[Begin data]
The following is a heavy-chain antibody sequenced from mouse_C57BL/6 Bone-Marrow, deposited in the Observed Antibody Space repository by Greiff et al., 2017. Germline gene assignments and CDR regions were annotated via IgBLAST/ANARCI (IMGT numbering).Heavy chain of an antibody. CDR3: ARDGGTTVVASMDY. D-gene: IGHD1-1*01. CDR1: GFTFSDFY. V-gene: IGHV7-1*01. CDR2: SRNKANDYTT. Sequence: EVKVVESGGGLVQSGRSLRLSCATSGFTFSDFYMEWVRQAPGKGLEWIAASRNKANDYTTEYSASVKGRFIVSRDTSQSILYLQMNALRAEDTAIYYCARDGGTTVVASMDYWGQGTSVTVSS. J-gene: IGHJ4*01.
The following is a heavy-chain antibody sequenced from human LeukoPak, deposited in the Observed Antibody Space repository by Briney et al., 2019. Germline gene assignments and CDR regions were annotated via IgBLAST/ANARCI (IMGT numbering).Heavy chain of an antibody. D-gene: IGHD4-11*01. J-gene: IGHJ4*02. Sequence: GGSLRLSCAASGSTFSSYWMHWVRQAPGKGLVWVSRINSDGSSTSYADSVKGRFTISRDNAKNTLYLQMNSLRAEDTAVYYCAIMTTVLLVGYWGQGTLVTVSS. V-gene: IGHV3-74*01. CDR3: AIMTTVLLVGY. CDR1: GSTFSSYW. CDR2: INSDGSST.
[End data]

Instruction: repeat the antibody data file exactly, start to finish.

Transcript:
The following is a heavy-chain antibody sequenced from mouse_C57BL/6 Bone-Marrow, deposited in the Observed Antibody Space repository by Greiff et al., 2017. Germline gene assignments and CDR regions were annotated via IgBLAST/ANARCI (IMGT numbering).Heavy chain of an antibody. CDR3: ARDGGTTVVASMDY. D-gene: IGHD1-1*01. CDR1: GFTFSDFY. V-gene: IGHV7-1*01. CDR2: SRNKANDYTT. Sequence: EVKVVESGGGLVQSGRSLRLSCATSGFTFSDFYMEWVRQAPGKGLEWIAASRNKANDYTTEYSASVKGRFIVSRDTSQSILYLQMNALRAEDTAIYYCARDGGTTVVASMDYWGQGTSVTVSS. J-gene: IGHJ4*01.
The following is a heavy-chain antibody sequenced from human LeukoPak, deposited in the Observed Antibody Space repository by Briney et al., 2019. Germline gene assignments and CDR regions were annotated via IgBLAST/ANARCI (IMGT numbering).Heavy chain of an antibody. D-gene: IGHD4-11*01. J-gene: IGHJ4*02. Sequence: GGSLRLSCAASGSTFSSYWMHWVRQAPGKGLVWVSRINSDGSSTSYADSVKGRFTISRDNAKNTLYLQMNSLRAEDTAVYYCAIMTTVLLVGYWGQGTLVTVSS. V-gene: IGHV3-74*01. CDR3: AIMTTVLLVGY. CDR1: GSTFSSYW. CDR2: INSDGSST.